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What's New in Visual Database Tools

Visual Database Tools are the tools that help you create databases, maintain databases, and design the data manipulation portions of your Visual Studio database applications. With this release, you can test improvements and additions that make the tools easier to use, enlarge the set of tasks you can complete with the tools, and capitalize on new features of SQL Server.

Server Explorer

Visual Studio now includes Server Explorer, which supplants the Data View window. Server Explorer provides the following features:

Features Formerly Found in Data View Window
In previous versions, the Data View window let you browse databases, modify databases, and drag database objects from and to other windows. These features are now found in Server Explorer.
Database-Wide Operations
Server Explorer exposes certain operations that you can perform on an entire database (rather than on particular objects within a database). For example, you can generate a set of script files that recreate a database's structure. (See "Additional Script Types" below.)

New Features of Database Project

Database projects have changed.

Database References
The database project now includes the concept of database reference. A database reference is simply a pointer to a database. Whenever you create a database reference, the database project immediately checks the list of database connections in Server Explorer and if there is no connection to that database, it creates such a connection for you automatically. A database reference differs from a database connection, because a reference is merely a pointer; it does not allow you to enumerate the contents of the database. A database connection, on the other hand, lets you inspect the contents of the database.
A database reference is persisted with the database project. When you save a project to disk, the reference is saved. When another user opens the project and begins using it, the reference is available to that user. Furthermore, when any user opens a database project, the project checks that user's Server Explorer for a corresponding connection and if no such connection exists, the database project automatically creates it.
Script Behavior
In previous versions, a database project required that each individual SQL script be associated with a particular database connection. This requirement no longer applies. Now, you can run scripts on any connection. Within Solution Explorer, right-click on the script, choose Run On, then indicate which database to run the script on. You indicate the database by selecting either a database connection or a database reference from within the Run On dialog.
In addition, Solution Explorer has several folders for the various kinds of scripts. There is a new kind of script, described in the next section.

New Kind of Script

Previous versions of the Visual Database Tools let you save change scripts. Now, you can also save another kind of script.

Create Scripts
A create script is one of a set of files containing SQL statements to recreate selected objects within a database. To learn how to generate a create script, see Generating Create Scripts.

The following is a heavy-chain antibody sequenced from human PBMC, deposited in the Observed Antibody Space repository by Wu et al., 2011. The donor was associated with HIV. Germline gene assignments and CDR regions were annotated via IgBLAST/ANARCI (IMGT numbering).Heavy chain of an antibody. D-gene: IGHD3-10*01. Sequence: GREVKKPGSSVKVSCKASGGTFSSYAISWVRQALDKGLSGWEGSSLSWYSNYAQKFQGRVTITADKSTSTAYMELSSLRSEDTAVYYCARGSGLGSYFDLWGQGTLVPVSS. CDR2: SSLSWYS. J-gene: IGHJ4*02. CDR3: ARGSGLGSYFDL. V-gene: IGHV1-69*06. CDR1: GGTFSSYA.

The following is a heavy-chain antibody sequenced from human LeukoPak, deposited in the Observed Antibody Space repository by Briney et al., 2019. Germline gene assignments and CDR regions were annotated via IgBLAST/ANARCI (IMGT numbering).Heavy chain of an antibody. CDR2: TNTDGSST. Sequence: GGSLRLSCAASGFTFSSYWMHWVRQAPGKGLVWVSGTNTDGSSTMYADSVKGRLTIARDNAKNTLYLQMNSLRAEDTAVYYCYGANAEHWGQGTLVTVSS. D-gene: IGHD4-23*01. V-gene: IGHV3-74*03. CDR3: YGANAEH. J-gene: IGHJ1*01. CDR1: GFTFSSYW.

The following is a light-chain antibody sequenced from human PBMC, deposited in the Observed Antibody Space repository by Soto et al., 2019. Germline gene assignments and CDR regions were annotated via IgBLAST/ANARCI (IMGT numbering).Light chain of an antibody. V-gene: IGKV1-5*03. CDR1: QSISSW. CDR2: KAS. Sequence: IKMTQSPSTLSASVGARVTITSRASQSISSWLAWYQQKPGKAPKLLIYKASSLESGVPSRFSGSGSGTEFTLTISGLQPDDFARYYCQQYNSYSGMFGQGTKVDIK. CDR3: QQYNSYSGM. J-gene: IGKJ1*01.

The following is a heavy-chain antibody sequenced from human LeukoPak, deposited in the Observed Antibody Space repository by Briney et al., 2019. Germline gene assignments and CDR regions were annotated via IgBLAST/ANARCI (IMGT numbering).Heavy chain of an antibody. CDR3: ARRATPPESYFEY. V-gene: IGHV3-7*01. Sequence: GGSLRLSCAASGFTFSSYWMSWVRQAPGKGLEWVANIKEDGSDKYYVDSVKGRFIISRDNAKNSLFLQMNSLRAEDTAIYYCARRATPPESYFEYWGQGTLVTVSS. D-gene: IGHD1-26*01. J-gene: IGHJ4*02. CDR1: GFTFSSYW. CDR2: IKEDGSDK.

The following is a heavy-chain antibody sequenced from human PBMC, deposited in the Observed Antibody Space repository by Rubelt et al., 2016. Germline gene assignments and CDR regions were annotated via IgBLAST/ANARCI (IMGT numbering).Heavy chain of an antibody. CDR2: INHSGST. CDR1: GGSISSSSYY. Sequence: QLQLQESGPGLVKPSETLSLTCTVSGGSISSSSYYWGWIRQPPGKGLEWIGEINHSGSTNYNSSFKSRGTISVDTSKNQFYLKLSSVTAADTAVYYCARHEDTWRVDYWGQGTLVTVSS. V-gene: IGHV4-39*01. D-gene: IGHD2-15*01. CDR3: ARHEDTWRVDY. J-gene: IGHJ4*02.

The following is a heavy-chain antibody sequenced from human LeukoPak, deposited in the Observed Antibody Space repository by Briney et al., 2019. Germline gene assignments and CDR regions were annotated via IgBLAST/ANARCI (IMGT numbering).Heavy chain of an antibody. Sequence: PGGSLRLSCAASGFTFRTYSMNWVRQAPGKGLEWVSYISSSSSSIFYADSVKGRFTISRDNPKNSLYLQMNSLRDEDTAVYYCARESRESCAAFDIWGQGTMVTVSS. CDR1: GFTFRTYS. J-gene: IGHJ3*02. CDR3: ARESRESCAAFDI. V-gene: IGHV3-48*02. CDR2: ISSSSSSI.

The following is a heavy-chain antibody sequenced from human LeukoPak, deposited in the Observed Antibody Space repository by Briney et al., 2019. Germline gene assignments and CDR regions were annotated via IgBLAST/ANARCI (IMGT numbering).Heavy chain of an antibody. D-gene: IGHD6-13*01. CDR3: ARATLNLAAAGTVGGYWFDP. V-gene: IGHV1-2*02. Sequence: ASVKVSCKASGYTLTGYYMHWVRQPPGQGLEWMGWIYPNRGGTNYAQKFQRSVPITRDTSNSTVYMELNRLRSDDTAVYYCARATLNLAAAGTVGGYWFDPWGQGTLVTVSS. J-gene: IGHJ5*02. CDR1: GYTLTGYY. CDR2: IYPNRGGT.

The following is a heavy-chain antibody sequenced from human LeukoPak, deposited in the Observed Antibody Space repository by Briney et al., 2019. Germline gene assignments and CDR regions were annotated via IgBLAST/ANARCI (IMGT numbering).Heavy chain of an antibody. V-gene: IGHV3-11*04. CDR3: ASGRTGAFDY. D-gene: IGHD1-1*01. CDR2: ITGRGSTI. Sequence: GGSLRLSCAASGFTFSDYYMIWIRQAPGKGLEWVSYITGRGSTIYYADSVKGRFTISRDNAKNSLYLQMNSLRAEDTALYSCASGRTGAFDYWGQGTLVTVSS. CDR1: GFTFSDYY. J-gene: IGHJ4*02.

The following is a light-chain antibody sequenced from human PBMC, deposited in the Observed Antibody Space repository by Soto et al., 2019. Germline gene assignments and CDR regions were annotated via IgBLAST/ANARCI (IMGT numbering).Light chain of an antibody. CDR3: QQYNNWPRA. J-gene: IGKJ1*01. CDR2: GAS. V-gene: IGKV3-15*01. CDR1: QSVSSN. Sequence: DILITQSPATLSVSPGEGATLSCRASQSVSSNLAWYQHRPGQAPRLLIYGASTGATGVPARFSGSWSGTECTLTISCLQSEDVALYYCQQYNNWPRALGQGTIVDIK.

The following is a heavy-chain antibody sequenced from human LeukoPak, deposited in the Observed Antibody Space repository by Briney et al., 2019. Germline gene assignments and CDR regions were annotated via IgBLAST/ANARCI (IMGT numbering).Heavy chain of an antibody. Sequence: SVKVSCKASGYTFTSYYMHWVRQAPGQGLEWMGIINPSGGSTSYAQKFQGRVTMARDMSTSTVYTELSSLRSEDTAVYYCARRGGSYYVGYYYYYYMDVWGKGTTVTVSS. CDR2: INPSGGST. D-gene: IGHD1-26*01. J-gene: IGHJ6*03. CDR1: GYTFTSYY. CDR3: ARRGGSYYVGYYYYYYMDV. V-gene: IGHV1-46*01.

For more information, see Working with Scripts.

Support for SQL Server 2000 Features

The Visual Database Tools have improved to accommodate new features of SQL Server 2000.

Indexed Views
SQL Server 2000 databases can include indexed views – views that are persisted in the database, with attendant indexes allowing fast access. For a description of the advantages of Indexed Views, see the SQL Server documentation. To learn how to create in indexed view see Creating Indexed Views.
Cascading Referential Integrity
When you create a relationship with Visual Database Tools, you can control the cascading referential integrity settings the SQL Server makes available. For details about controlling cascading referential integrity, see Create Relationship Dialog Box or Relationships Property Page.
User-Defined Functions
You can use user-defined functions in queries. In the FROM clause of a query, you can use a user-defined function that returns a table. In the column list of a query, you can use a user-defined function that returns a scalar value.
New Data types
SQL Server 2000 supports two new data types, SQL_Variant and BigInt. Visual Database Tools supports both of these data types.

Improved User Interface Features

Visual Studio's new Integrated Development Environment (IDE) provides many benefits, including the consolidation of similar tools from the various products into a set of shared tools used throughout Visual Studio.

New Look and Feel for the Table Designer
The Table Designer has an improved user interface. In previous versions, the Table Designer used a grid in which each grid row described the various properties of a database column. Because each database column has many properties (Name, Data type, etc.), the grid was wide; using it required inconvenient horizontal scrolling.
By contrast, the new Table Designer uses both an upper grid and a lower portion that looks like a property page. The grid shows only most commonly modified properties of each database column. The bottom portion of the Designer shows the remaining properties for whichever database column is currently selected in the grid.

See Also

Visual Database Tools Editions | What's New in Visual Studio .NET | Visual Studio .NET Editions

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